Turkey’s Press Freedom Crisis

1. Summary

The Committee to Protect Journalists prepared this report to highlight the widespread criminal prosecution and jailing of journalists in Turkey, along with the government’s use of various forms of pressure to engender self-censorship in the press. CPJ’s analysis found highly repressive laws, particularly in the penal code and anti-terror law; a criminal procedure code that greatly favors the state; and a harsh anti-press tone set at the highest levels of government. Turkey’s press freedom situation has reached a crisis point. 

Jailing and intimidating the press

The government of Prime Minister Recep Tayyip Erdoğan has waged one of the world’s biggest crackdowns on press freedom in recent history. Authorities have imprisoned journalists on a mass scale on terrorism or anti-state charges, launched thousands of other criminal prosecutions on charges such as denigrating Turkishness or influencing court proceedings, and used pressure tactics to sow self-censorship. Erdoğan has publicly deprecated journalists, urged media outlets to discipline or fire critical staff members, and filed numerous high-profile defamation lawsuits. His government pursued a tax evasion case against the nation’s largest media company that was widely seen as politically motivated and that led to the weakening of the company.

In written responses to CPJ and in public comments, Turkish authorities have said independent assessments of the country’s press freedom problems are exaggerated. They dispute the numbers of imprisoned journalists, asserting that most of the detainees are being held for serious crimes that have nothing to do with journalism.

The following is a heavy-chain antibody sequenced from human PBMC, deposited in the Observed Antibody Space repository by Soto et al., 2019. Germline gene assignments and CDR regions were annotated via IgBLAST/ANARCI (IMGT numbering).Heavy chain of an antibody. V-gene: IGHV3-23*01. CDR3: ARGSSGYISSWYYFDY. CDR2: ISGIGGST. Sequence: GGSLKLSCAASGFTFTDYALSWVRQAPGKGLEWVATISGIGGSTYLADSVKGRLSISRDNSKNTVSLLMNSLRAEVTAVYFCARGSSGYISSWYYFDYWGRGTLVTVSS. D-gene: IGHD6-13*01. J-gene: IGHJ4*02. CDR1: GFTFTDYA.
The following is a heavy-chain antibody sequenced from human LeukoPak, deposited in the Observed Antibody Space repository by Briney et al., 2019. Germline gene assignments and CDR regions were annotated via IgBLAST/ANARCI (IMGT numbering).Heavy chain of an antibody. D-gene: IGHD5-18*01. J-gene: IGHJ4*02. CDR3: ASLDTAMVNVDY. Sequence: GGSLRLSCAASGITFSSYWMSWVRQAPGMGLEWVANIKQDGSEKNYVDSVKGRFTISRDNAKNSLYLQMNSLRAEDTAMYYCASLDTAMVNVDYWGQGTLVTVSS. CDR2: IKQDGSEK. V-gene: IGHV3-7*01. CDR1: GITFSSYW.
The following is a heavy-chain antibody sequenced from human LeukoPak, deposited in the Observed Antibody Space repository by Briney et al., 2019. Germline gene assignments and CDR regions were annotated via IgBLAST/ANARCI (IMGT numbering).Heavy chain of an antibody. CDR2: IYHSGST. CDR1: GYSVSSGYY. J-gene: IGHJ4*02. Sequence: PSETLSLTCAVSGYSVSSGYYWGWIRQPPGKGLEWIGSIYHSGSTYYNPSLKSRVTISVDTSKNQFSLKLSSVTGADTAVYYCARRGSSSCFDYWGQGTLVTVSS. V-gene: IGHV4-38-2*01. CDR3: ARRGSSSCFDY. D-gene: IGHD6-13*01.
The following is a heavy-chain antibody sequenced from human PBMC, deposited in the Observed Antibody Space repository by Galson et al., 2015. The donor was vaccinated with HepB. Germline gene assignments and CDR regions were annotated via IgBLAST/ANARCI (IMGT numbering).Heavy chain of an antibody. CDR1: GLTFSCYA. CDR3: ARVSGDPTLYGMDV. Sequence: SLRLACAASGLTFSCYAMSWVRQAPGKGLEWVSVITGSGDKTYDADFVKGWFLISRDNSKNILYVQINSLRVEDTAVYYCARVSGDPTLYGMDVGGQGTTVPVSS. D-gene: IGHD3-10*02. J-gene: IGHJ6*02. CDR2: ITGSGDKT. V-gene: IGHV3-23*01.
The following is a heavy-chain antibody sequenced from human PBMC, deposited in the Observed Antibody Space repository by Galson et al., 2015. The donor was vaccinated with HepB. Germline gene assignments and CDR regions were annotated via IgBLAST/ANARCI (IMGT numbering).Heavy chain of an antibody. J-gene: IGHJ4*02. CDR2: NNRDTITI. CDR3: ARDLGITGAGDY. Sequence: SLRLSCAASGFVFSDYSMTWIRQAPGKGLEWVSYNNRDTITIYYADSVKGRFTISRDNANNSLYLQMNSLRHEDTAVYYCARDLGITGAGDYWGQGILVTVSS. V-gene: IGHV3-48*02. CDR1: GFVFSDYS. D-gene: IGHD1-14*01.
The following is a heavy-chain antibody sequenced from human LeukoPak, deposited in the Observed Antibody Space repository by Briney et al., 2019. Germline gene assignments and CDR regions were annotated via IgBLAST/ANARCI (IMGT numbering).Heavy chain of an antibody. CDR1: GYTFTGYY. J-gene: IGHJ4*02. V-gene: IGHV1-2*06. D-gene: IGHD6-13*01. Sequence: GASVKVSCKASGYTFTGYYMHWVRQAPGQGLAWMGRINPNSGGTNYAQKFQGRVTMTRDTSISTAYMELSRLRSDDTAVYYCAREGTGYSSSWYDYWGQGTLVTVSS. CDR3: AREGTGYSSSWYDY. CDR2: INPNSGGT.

In all, CPJ identified 76 journalists imprisoned as of August 1, 2012. After conducting a detailed, case-by-case review, CPJ concluded that at least 61 of these journalists were being held in direct relation to their published work or newsgathering activities. The evidence was less clear in the cases of the 15 other journalists being held, but CPJ continues to investigate. Time and again, CPJ’s analysis found, the authorities conflated the coverage of banned groups and the investigation of sensitive topics with outright terrorism or other anti-state activity. CPJ’s review also found alarming use of detention prior to trial or verdict. More than three-quarters of the imprisoned journalists in CPJ’s survey had not been convicted of a crime but were being held as they awaited resolution of their cases.

In the 27 years CPJ has compiled records on journalists in prison, only Turkey itself has rivaled the extent of the current anti-press campaign. In 1996, Turkish authorities jailed as many as 78 journalists, CPJ research shows. Today, Turkey’s imprisonments surpass the next most-repressive nations, including Iran, Eritrea, and China.

Journalists as enemies of the state

About 30 percent of journalists jailed in August 2012 were accused of taking part in anti-government plots or being members of outlawed political groups. Several have been linked to the alleged Ergenekon conspiracy, which prosecutors have described as a vast plot aimed at overthrowing the government through a military coup. According to the government’s theory, journalists were using news coverage to create the kind of societal chaos conducive to a coup.

Two prominent investigative reporters, Ahmet Şık and Nedim Şener, were charged with aiding the Ergenekon plot and were jailed for more than a year before being released pending completion of their trials. The government alleged that Şık, with Şener’s assistance, was writing a book to further the goals of the Ergenekon plot. Şık was indeed writing a book about a sensitive topic—the spreading influence of the Islamic Fethullah Gülen movement. Şener said he was not assisting Şık but that he had drawn the government’s ire with his book outlining the authorities’ failures in solving the 2007 murder of editor Hrant Dink. CPJ’s review determined that the charges against Şık and Şener were based on the journalists’ professional work.

In fact, broadly written articles in the penal code give the authorities wide berth to use journalists’ professional work to link them to banned political movements or alleged plots. These provisions include “committing a crime on behalf of an organization,” “aiding and abetting an organization knowingly and willingly,” and “making propaganda for an organization and its objectives.”